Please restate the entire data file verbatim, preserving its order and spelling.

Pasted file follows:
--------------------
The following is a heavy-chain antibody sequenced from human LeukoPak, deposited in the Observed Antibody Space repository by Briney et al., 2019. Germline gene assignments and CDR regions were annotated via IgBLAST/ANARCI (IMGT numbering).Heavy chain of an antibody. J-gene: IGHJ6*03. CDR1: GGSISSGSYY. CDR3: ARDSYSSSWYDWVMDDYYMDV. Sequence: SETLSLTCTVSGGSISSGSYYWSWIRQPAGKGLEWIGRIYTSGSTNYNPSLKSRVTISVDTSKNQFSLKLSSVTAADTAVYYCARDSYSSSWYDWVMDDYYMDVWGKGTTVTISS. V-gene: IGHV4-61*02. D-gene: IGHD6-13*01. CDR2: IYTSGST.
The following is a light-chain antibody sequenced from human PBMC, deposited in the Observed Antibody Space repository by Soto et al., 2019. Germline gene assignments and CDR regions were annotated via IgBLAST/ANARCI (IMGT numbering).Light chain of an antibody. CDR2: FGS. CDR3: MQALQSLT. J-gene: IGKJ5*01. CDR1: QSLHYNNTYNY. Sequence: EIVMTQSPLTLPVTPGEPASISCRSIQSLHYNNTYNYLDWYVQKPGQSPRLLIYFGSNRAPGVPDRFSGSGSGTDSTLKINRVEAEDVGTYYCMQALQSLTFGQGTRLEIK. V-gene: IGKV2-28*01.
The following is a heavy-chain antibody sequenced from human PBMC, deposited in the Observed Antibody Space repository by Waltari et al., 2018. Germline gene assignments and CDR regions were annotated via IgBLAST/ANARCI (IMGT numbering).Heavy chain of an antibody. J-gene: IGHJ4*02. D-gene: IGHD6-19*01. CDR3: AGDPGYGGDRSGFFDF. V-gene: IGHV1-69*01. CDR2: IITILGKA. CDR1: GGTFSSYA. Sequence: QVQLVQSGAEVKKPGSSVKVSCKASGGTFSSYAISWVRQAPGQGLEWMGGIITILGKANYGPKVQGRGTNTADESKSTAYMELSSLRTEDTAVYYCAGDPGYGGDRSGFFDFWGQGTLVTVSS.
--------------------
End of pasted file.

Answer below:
The following is a heavy-chain antibody sequenced from human LeukoPak, deposited in the Observed Antibody Space repository by Briney et al., 2019. Germline gene assignments and CDR regions were annotated via IgBLAST/ANARCI (IMGT numbering).Heavy chain of an antibody. J-gene: IGHJ6*03. CDR1: GGSISSGSYY. CDR3: ARDSYSSSWYDWVMDDYYMDV. Sequence: SETLSLTCTVSGGSISSGSYYWSWIRQPAGKGLEWIGRIYTSGSTNYNPSLKSRVTISVDTSKNQFSLKLSSVTAADTAVYYCARDSYSSSWYDWVMDDYYMDVWGKGTTVTISS. V-gene: IGHV4-61*02. D-gene: IGHD6-13*01. CDR2: IYTSGST.
The following is a light-chain antibody sequenced from human PBMC, deposited in the Observed Antibody Space repository by Soto et al., 2019. Germline gene assignments and CDR regions were annotated via IgBLAST/ANARCI (IMGT numbering).Light chain of an antibody. CDR2: FGS. CDR3: MQALQSLT. J-gene: IGKJ5*01. CDR1: QSLHYNNTYNY. Sequence: EIVMTQSPLTLPVTPGEPASISCRSIQSLHYNNTYNYLDWYVQKPGQSPRLLIYFGSNRAPGVPDRFSGSGSGTDSTLKINRVEAEDVGTYYCMQALQSLTFGQGTRLEIK. V-gene: IGKV2-28*01.
The following is a heavy-chain antibody sequenced from human PBMC, deposited in the Observed Antibody Space repository by Waltari et al., 2018. Germline gene assignments and CDR regions were annotated via IgBLAST/ANARCI (IMGT numbering).Heavy chain of an antibody. J-gene: IGHJ4*02. D-gene: IGHD6-19*01. CDR3: AGDPGYGGDRSGFFDF. V-gene: IGHV1-69*01. CDR2: IITILGKA. CDR1: GGTFSSYA. Sequence: QVQLVQSGAEVKKPGSSVKVSCKASGGTFSSYAISWVRQAPGQGLEWMGGIITILGKANYGPKVQGRGTNTADESKSTAYMELSSLRTEDTAVYYCAGDPGYGGDRSGFFDFWGQGTLVTVSS.